Unionists have challenged Dublin to put its own house in order after it vowed to “call out” British ministers if legislation addressing the legacy of the Troubles is unbalanced.
Irish deputy premier Simon Coveney said the political debate at Westminster about the Troubles was one-sided.
The UK is preparing legislation to investigate thousands of unresolved killings during the 30-year conflict.
Mr Coveney told the Seanad: “Legacy is complicated and difficult, and in some way the debate is somewhat one-sided. That poses huge dangers and creates real concerns amongst the nationalist community, in particular because of the lack of a voice to create balance in that debate in Westminster.
“Whatever way you describe it, there is not a balanced debate on this issue.
“The secretary of state [Karen Bradley] faces real challenges in ensuring that we have legislation that is fully balanced and fair, and takes into account the sides equally in terms of the balance of that legislation.”
But UUP justice spokesman Doug Beattie MLA hit back.
“Dublin needn’t start handing out free advice to others until it reveals what it knows about the Troubles,” he said, “not least the campaign of ethnic cleansing along the border, the hundreds of attacks which started in the Republic, or where killers fled to the Republic, plus the numerous arms dumps and network of safe houses that were situated there.”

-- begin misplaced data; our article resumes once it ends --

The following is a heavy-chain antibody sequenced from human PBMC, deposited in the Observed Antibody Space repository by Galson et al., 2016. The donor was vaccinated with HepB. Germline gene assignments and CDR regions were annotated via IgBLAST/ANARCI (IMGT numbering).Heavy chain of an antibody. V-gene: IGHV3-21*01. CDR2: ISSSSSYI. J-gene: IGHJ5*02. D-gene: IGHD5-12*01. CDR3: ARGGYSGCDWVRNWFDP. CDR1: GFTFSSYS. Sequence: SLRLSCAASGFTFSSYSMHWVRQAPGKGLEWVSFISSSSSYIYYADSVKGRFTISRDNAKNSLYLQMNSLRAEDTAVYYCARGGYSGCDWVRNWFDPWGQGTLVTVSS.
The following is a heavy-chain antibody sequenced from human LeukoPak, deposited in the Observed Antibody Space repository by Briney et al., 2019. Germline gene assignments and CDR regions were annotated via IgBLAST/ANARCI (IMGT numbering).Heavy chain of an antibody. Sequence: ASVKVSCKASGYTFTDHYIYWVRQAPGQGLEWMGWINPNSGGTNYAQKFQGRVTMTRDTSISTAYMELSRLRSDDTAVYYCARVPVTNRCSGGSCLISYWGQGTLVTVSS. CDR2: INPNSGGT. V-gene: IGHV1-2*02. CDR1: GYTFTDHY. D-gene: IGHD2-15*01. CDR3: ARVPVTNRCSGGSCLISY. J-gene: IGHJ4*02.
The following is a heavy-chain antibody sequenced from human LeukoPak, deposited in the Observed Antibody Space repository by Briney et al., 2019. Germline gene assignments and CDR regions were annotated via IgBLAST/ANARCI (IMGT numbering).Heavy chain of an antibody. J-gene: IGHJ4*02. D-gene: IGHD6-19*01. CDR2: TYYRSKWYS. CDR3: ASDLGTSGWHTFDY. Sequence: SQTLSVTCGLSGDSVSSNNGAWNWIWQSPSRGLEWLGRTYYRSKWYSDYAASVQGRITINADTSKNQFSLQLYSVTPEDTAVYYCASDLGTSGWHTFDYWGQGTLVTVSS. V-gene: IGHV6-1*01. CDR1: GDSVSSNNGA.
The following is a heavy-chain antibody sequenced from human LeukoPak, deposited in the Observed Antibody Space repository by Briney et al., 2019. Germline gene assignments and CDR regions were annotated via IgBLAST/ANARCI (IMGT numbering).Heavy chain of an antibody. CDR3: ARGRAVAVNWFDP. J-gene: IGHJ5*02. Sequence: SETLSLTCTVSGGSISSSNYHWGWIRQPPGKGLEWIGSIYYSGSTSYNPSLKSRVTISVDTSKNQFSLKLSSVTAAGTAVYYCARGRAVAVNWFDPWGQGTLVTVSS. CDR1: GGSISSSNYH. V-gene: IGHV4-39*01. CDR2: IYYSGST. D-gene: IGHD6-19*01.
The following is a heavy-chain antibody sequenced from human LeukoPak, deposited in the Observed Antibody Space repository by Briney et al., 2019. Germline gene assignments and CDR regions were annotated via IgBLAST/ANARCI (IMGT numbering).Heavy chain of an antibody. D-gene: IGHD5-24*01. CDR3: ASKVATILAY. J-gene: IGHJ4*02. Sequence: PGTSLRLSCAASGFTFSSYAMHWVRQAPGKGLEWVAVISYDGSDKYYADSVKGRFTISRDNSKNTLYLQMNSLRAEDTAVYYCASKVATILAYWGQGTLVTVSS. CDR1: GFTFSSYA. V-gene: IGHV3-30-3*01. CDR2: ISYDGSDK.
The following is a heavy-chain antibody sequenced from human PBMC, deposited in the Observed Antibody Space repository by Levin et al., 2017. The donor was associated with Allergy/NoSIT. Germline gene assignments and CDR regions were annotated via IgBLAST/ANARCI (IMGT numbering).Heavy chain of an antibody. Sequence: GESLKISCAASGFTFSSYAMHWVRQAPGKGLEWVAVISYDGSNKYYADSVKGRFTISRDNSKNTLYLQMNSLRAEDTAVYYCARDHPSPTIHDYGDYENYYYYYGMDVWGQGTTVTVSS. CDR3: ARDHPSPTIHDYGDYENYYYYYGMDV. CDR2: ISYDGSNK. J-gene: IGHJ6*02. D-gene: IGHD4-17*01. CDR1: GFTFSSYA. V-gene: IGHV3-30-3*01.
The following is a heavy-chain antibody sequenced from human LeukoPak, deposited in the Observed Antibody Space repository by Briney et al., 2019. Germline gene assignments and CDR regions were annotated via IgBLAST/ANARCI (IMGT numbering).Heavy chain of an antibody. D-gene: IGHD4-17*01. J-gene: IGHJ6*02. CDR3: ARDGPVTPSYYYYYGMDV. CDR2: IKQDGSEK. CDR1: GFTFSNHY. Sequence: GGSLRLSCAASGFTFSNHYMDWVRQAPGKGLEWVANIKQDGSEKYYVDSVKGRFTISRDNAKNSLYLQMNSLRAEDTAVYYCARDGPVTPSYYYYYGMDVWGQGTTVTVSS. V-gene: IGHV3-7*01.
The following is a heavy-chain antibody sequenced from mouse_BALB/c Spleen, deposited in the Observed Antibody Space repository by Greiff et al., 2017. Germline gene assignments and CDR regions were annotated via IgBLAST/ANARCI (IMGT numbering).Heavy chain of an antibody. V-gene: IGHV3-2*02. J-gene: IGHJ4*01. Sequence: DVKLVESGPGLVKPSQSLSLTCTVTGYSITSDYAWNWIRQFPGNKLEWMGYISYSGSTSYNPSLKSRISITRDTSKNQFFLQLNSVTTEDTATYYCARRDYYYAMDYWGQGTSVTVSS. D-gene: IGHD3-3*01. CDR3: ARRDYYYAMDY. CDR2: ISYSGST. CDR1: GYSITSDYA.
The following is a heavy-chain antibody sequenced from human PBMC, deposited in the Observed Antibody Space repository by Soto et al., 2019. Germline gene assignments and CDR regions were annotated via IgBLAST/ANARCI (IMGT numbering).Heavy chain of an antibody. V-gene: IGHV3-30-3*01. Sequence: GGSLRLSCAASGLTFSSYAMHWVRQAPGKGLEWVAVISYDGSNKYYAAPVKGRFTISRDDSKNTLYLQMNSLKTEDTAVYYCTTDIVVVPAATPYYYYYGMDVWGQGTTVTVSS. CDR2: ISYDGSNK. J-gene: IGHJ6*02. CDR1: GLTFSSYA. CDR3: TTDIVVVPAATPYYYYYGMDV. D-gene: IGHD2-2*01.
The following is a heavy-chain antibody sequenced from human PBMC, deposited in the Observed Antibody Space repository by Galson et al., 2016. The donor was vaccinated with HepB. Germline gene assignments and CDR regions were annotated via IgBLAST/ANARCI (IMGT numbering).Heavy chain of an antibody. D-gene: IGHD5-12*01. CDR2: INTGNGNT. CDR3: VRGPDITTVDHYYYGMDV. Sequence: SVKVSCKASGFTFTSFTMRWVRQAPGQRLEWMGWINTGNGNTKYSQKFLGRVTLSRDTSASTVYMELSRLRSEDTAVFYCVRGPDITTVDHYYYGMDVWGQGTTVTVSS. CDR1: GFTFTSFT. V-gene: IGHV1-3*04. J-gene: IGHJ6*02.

TUV leader Jim Allister was also angered.
He said: “Mr Coveney has some cheek talking about things being ‘one sided’ considering the side his country took when our country was under vicious terrorist attack: systematically the Republic refused extradition and gave safe haven to the murderers, as well as colluding, as demonstrated by Smithwick.”
Both men also claimed Dublin has failed to provide full disclosure to the Kingsmills massacre inquest.